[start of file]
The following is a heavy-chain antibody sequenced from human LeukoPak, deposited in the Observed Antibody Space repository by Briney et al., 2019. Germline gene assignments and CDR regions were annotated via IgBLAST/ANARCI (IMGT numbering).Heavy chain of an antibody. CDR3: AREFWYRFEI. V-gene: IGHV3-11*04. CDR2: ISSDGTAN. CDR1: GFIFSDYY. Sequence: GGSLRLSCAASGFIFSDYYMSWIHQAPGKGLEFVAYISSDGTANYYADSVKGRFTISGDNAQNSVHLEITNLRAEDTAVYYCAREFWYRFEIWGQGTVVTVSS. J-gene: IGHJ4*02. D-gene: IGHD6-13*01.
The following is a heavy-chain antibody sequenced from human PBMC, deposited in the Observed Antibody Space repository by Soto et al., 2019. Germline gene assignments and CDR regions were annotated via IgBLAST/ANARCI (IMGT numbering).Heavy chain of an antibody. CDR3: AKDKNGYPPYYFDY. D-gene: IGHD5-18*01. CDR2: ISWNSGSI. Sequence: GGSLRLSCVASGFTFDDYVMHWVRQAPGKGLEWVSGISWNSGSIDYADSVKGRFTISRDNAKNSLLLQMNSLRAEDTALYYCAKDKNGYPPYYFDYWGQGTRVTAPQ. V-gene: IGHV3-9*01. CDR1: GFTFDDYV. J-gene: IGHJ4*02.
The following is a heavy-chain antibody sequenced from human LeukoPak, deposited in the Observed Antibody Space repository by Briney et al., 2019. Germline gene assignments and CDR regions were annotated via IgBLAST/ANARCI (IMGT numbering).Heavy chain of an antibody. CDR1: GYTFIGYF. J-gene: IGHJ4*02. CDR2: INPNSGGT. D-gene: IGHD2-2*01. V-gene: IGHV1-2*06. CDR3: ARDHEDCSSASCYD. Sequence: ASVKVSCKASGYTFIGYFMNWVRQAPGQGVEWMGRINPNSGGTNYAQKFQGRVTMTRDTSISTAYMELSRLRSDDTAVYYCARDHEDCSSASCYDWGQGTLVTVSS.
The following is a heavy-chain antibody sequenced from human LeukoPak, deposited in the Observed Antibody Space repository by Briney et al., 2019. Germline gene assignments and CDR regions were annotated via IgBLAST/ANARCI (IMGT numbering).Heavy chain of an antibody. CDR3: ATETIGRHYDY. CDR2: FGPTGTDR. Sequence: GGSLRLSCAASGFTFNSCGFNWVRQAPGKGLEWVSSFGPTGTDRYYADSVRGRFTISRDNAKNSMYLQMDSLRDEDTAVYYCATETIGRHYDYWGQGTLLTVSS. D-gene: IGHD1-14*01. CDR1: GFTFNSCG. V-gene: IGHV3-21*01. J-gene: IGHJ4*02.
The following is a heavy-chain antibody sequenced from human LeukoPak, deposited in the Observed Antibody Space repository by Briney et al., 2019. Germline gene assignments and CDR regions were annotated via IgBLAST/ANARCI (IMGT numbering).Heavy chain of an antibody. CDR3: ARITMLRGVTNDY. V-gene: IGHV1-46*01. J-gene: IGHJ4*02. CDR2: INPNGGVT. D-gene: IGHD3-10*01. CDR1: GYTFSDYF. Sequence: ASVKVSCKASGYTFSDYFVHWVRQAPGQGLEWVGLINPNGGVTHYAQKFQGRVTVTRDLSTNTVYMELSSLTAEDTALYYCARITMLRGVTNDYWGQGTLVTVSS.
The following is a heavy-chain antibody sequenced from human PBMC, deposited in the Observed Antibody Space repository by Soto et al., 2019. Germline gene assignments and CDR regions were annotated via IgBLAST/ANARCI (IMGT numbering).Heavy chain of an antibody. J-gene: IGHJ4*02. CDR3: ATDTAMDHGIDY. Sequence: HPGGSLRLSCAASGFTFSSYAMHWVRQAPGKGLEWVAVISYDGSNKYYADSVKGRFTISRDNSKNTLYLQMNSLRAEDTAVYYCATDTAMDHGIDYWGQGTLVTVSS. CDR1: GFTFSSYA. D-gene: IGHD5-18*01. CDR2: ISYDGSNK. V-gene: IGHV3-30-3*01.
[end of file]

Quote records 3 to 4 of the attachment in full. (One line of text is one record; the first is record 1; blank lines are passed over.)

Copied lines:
The following is a heavy-chain antibody sequenced from human LeukoPak, deposited in the Observed Antibody Space repository by Briney et al., 2019. Germline gene assignments and CDR regions were annotated via IgBLAST/ANARCI (IMGT numbering).Heavy chain of an antibody. CDR1: GYTFIGYF. J-gene: IGHJ4*02. CDR2: INPNSGGT. D-gene: IGHD2-2*01. V-gene: IGHV1-2*06. CDR3: ARDHEDCSSASCYD. Sequence: ASVKVSCKASGYTFIGYFMNWVRQAPGQGVEWMGRINPNSGGTNYAQKFQGRVTMTRDTSISTAYMELSRLRSDDTAVYYCARDHEDCSSASCYDWGQGTLVTVSS.
The following is a heavy-chain antibody sequenced from human LeukoPak, deposited in the Observed Antibody Space repository by Briney et al., 2019. Germline gene assignments and CDR regions were annotated via IgBLAST/ANARCI (IMGT numbering).Heavy chain of an antibody. CDR3: ATETIGRHYDY. CDR2: FGPTGTDR. Sequence: GGSLRLSCAASGFTFNSCGFNWVRQAPGKGLEWVSSFGPTGTDRYYADSVRGRFTISRDNAKNSMYLQMDSLRDEDTAVYYCATETIGRHYDYWGQGTLLTVSS. D-gene: IGHD1-14*01. CDR1: GFTFNSCG. V-gene: IGHV3-21*01. J-gene: IGHJ4*02.